We sought to liberate the slave
from the cruelness
of sun, field and lash

but did not consider
the eternal enmity
of former owners in defeat.

We could have swept
the Old Dominion state
clean into the ocean.

Cleared it
of plantation owners
and the white working class.

The radical Republicans
desired something
akin to that response.

Mr. Lincoln desired
a new testament ending
rather than an old one.

So we honored
the terms Grant delivered
and filled no more coffins.

But it was we
who suffered future retribution
for simply breathing free air.

copyright © 2023 Kenneth P. Gurney

Around The Dog

Not tonight.
No he said she said.

No ping pong either.

No! Table tennis
is ping pong by another name.

Not fair of you to try to slip one by me.

I am tired and U. S. Grant’s migraine
infects my left hemisphere.

Yes. The brain. I feel blurry.

So now you think
we are a few hours from surrender.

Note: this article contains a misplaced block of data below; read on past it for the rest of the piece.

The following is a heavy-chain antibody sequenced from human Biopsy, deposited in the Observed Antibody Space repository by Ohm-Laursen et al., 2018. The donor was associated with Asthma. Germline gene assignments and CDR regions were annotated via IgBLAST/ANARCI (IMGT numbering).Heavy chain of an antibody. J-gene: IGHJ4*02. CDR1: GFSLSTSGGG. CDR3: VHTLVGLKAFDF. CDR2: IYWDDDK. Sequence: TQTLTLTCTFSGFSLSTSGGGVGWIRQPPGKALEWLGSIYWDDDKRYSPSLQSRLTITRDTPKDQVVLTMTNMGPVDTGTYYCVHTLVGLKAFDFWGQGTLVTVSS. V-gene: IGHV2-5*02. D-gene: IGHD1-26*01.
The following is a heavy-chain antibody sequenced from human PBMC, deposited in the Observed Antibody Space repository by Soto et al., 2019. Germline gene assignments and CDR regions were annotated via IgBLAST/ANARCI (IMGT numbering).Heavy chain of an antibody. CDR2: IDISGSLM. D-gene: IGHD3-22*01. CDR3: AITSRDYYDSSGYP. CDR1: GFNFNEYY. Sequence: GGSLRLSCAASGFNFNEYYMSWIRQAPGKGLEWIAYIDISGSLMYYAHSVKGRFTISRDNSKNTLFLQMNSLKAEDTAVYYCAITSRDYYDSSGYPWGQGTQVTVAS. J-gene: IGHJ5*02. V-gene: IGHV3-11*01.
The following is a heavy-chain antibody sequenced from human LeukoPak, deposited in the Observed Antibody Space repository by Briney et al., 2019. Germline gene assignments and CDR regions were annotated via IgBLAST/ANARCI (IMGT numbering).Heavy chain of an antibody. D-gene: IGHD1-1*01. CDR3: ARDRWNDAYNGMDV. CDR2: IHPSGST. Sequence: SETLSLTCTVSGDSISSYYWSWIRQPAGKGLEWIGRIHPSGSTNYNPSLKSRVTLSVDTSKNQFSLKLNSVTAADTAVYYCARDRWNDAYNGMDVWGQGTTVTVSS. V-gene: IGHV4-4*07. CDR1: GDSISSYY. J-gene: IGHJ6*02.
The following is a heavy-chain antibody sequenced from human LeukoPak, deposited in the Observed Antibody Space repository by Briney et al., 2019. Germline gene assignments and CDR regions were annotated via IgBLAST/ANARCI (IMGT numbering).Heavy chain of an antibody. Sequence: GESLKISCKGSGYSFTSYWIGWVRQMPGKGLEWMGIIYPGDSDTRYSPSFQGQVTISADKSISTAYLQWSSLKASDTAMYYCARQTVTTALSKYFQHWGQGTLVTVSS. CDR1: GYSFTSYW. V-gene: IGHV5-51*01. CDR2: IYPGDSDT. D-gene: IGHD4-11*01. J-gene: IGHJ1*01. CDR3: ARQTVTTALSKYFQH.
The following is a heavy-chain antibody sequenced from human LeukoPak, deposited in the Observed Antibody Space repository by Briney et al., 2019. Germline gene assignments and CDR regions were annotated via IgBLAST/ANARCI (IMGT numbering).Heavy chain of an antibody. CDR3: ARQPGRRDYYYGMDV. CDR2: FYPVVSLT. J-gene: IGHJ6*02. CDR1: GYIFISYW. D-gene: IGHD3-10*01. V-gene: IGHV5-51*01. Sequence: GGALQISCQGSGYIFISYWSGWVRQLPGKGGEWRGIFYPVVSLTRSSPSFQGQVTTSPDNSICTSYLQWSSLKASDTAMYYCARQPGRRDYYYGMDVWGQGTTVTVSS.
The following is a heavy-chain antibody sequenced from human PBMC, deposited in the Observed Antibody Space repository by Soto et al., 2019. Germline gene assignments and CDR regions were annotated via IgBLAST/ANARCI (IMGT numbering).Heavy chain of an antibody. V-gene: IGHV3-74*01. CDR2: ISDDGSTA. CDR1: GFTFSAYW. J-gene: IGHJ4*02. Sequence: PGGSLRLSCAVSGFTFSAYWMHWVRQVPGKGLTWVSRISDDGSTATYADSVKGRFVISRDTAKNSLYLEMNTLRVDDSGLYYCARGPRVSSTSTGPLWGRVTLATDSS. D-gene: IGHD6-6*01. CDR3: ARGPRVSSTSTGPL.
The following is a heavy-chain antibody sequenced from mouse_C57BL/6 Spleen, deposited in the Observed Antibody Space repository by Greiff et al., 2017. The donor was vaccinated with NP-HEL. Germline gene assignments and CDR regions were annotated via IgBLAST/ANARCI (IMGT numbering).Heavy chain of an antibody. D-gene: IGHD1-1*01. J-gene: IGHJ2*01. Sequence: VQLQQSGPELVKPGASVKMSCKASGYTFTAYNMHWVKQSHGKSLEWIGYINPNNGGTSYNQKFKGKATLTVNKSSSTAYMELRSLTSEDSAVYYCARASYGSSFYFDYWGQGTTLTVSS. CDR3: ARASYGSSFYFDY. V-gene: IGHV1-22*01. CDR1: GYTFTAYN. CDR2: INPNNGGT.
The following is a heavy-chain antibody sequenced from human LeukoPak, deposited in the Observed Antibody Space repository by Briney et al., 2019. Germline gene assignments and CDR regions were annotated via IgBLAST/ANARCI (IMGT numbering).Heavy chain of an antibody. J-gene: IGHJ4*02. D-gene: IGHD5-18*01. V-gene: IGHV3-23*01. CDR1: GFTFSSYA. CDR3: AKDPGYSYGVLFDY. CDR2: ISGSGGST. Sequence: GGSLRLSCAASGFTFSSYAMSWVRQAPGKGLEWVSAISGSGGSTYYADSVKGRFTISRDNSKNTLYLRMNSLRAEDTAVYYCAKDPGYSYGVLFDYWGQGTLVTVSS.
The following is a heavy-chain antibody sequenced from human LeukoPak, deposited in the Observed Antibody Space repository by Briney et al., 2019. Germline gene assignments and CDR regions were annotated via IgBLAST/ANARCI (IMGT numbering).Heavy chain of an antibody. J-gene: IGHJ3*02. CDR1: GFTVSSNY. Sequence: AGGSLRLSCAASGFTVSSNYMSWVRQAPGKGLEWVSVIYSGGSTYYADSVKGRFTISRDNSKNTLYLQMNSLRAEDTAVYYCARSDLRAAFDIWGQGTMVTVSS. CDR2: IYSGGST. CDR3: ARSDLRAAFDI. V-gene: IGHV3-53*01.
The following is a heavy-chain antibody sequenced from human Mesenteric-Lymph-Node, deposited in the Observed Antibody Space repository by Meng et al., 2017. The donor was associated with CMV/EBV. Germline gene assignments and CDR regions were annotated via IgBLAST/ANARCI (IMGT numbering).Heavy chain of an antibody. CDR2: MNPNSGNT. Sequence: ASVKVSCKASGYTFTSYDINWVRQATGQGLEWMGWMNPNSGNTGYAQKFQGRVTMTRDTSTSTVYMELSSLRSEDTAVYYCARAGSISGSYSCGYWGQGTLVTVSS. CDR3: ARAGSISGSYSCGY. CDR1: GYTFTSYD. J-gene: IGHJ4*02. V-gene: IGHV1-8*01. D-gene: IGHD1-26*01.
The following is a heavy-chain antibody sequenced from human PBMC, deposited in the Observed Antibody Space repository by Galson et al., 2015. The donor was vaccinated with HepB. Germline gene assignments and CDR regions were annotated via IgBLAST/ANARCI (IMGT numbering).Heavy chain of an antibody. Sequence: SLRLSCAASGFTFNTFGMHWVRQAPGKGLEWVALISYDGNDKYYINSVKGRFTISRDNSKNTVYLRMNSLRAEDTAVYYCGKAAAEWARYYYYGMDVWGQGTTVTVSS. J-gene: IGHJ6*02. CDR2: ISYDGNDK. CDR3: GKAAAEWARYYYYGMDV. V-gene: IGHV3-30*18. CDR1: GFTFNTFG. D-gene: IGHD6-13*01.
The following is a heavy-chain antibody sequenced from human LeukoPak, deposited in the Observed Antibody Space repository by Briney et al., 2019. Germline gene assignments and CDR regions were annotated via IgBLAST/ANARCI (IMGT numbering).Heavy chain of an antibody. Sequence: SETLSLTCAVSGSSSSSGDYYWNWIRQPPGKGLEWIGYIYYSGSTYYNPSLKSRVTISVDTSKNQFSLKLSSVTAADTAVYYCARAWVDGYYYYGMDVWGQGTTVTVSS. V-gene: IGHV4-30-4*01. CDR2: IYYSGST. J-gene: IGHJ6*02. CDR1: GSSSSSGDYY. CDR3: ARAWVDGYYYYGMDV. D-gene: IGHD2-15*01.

Oh, how Appomattox of you.

This bedroom is not
Wilmer McLean’s parlor on April ninth.

Good night, dear.

Roll over and fall asleep
with your arm around the dog.

copyright © 2020 Kenneth P. Gurney


I like my dramas on the page.
I consume my life writing poetry.
I pinch the dead when they come to talk to me.
U. S. Grant chews cigars in my poetarium.
He admonishes me for calling him Sam.
His head sags when I mention Cold Harbor.
So many of the dead come to visit
I mix cultural references
while Grant blows smoke.

copyright © 2019 Kenneth P. Gurney


On my November holiday, we stopped at Grant’s historic home in Galena, IL. The Illinois State Park service does a good job presenting the house with an informative tour. I had been there once before, maybe 30 years ago. It was nice to refresh my memory.

There are times when I write poems that it feels like the dead come to visit. I find it interesting how I can be both myself as interviewer and the dead visitor being questioned. Since I have studied so much of the Civil War, it is not surprising that figures from that time come to my poetarium.

Love & Light. Tree & Leaf.